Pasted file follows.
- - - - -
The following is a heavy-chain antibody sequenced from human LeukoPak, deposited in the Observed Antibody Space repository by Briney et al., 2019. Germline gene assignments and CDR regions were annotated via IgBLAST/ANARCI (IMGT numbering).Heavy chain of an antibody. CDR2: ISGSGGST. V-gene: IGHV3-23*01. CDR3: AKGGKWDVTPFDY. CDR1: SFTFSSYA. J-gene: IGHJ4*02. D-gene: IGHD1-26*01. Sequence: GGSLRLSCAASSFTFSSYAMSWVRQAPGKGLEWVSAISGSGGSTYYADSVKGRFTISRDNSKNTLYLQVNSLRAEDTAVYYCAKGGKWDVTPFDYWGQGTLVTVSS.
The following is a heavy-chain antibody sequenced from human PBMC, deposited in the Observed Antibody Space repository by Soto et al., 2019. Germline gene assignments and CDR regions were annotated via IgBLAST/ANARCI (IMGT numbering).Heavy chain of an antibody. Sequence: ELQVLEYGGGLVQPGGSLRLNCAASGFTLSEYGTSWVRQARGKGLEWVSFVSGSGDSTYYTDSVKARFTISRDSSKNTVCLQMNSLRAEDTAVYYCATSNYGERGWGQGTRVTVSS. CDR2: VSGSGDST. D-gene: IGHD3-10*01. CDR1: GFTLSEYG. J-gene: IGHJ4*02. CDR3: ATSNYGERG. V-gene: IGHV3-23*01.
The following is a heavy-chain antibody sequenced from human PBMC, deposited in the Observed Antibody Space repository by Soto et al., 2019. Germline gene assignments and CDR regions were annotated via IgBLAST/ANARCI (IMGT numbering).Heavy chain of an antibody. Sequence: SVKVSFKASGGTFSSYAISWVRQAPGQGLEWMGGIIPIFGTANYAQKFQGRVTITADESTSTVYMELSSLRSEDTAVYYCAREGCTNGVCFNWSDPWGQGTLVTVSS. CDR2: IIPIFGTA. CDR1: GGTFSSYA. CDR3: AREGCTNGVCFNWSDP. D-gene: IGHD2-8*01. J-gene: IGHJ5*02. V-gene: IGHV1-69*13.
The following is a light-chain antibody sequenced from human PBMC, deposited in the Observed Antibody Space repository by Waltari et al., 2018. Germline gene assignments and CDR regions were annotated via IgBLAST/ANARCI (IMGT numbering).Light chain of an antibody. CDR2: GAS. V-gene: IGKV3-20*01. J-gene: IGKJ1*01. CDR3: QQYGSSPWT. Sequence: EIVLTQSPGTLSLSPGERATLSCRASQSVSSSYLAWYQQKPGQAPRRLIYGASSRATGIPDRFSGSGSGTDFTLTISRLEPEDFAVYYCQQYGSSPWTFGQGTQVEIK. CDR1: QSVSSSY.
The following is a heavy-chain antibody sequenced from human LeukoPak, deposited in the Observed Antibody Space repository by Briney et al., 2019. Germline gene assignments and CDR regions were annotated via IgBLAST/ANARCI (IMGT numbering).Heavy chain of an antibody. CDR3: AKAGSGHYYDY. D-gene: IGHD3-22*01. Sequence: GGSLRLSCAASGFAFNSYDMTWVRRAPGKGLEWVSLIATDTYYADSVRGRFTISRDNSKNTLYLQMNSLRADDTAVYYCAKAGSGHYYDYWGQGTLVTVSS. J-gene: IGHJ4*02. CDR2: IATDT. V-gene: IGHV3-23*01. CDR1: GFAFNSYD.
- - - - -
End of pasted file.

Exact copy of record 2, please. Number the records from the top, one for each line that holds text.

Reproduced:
The following is a heavy-chain antibody sequenced from human PBMC, deposited in the Observed Antibody Space repository by Soto et al., 2019. Germline gene assignments and CDR regions were annotated via IgBLAST/ANARCI (IMGT numbering).Heavy chain of an antibody. Sequence: ELQVLEYGGGLVQPGGSLRLNCAASGFTLSEYGTSWVRQARGKGLEWVSFVSGSGDSTYYTDSVKARFTISRDSSKNTVCLQMNSLRAEDTAVYYCATSNYGERGWGQGTRVTVSS. CDR2: VSGSGDST. D-gene: IGHD3-10*01. CDR1: GFTLSEYG. J-gene: IGHJ4*02. CDR3: ATSNYGERG. V-gene: IGHV3-23*01.